My first thought was that the lasers could damage the drone. I found out they are powerful enough to do so (each beam delivers 22 watts), but the beam diameter is 30 cm, so they'd do no more harm than a reading light (not to say that the laser might not damage the drone's camera, though). https://www.eso.org/public/teles-instr/ ... str/4lgsf/
While it's certainly true that the energy density is far too low to damage the drone, don't let that 22 W value fool you. That's 22 watts of luminous power- an energy density of 0.03 J/cm2- a great deal more than you'd get from a 22 W incandescent bulb.
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Re: APOD: Attack of the Laser Guide Stars (2018 May 18)

Post by neufer » Fri May 18, 2018 5:44 pm

Chris Peterson wrote:
Fri May 18, 2018 4:25 pm
Bellerophon wrote:
Fri May 18, 2018 3:13 pm

My first thought was that the lasers could damage the drone. I found out they are powerful enough to do so (each beam delivers 22 watts), but the beam diameter is 30 cm, so they'd do no more harm than a reading light (not to say that the laser might not damage the drone's camera, though). https://www.eso.org/public/teles-instr/ ... str/4lgsf/
While it's certainly true that the energy density is far too low to damage the drone, don't let that 22 W value fool you. That's 22 watts of luminous power- an energy density of 0.03 J/cm2 [0.03 (J/s)/cm2 = 0.03 W/cm2 = 300 W/m2]- a great deal more than you'd get from a 22 W incandescent bulb.
  • 300 W/m2 would feel kind of nice on one's skin;
    however, coming effectively from a point source
    staring at it would be much worse than staring at the Sun.

    [The visual equivalent, roughly, of a supernova about a light year away.]
https://en.wikipedia.org/wiki/Solar_irradiance wrote:
<<Average annual solar radiation arriving at the top of the Earth's atmosphere is roughly 1361 W/m2. The Sun's rays are attenuated as they pass through the atmosphere, leaving maximum normal surface irradiance at approximately 1000 W /m2 at sea level on a clear day. When 1361 W/m2 is arriving above the atmosphere (when the sun is at the zenith in a cloudless sky), global radiation on a horizontal surface at ground level is about 1120 W/m2 including radiation scattered or reemitted by atmosphere and surroundings.>>
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Re: APOD: Attack of the Laser Guide Stars (2018 May 18)

Post by Chris Peterson » Fri May 18, 2018 6:13 pm

neufer wrote:
Fri May 18, 2018 5:44 pm
Chris Peterson wrote:
Fri May 18, 2018 4:25 pm
Bellerophon wrote:
Fri May 18, 2018 3:13 pm

My first thought was that the lasers could damage the drone. I found out they are powerful enough to do so (each beam delivers 22 watts), but the beam diameter is 30 cm, so they'd do no more harm than a reading light (not to say that the laser might not damage the drone's camera, though). https://www.eso.org/public/teles-instr/ ... str/4lgsf/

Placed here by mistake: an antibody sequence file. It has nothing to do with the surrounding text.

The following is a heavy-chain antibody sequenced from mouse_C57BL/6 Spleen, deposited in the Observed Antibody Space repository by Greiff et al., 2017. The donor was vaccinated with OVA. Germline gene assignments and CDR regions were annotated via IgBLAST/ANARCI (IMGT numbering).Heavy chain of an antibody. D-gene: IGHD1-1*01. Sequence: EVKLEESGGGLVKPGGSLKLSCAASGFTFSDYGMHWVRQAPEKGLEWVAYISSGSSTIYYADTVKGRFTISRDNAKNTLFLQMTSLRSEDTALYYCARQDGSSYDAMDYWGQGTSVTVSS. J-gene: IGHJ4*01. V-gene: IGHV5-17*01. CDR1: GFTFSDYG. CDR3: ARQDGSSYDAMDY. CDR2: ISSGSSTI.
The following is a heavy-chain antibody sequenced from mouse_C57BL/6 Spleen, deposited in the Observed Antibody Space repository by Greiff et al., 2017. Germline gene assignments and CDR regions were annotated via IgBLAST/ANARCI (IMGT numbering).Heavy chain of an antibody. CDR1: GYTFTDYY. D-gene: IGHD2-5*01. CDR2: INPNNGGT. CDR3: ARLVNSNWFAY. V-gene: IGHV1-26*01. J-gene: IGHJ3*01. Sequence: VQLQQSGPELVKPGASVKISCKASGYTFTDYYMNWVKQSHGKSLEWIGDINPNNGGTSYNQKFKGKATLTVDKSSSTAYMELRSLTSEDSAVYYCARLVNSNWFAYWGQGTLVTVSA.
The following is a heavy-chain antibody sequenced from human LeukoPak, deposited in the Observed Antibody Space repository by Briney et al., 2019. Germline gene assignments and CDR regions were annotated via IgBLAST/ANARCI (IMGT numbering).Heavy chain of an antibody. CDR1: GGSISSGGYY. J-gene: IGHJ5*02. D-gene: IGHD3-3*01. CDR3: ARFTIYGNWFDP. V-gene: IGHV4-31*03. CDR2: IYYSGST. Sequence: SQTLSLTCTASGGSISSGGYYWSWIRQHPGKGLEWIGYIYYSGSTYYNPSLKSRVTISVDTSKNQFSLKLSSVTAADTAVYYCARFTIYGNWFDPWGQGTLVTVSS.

While it's certainly true that the energy density is far too low to damage the drone, don't let that 22 W value fool you. That's 22 watts of luminous power- an energy density of 0.03 J/cm2 [0.03 (J/s)/cm2 = 0.03 W/cm2 = 300 W/m2]- a great deal more than you'd get from a 22 W incandescent bulb.
  • 300 W/m2 would feel kind of nice on one's skin;
    however, coming effectively from a point source
    staring at it would be much worse than staring at the Sun.
Given an eye pupil size of 2 mm (typical when viewing bright light), inserting your eye into a beam with a power density of 300 W/m2 means you're receiving 1 mW. The same as if you looked directly into the lowest power laser pointers. Staring at these is less dangerous than staring at the Sun.
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Re: APOD: Attack of the Laser Guide Stars (2018 May 18)

Post by neufer » Fri May 18, 2018 7:12 pm

Chris Peterson wrote:
Fri May 18, 2018 6:13 pm
neufer wrote:
Fri May 18, 2018 5:44 pm
  • 300 W/m2 would feel kind of nice on one's skin;
    however, coming effectively from a point source
    staring at it would be much worse than staring at the Sun.
Given an eye pupil size of 2 mm (typical when viewing bright light), inserting your eye into a beam with a power density of 300 W/m2 means you're receiving 1 mW. The same as if you looked directly into the lowest power laser pointers. Staring at these is less dangerous than staring at the Sun.
Well...one's eye pupil size may be only 2 mm on a bright sunny day but not at night... at least not at first.

And I would imagine that laser pointer spots are also larger than 2 mm.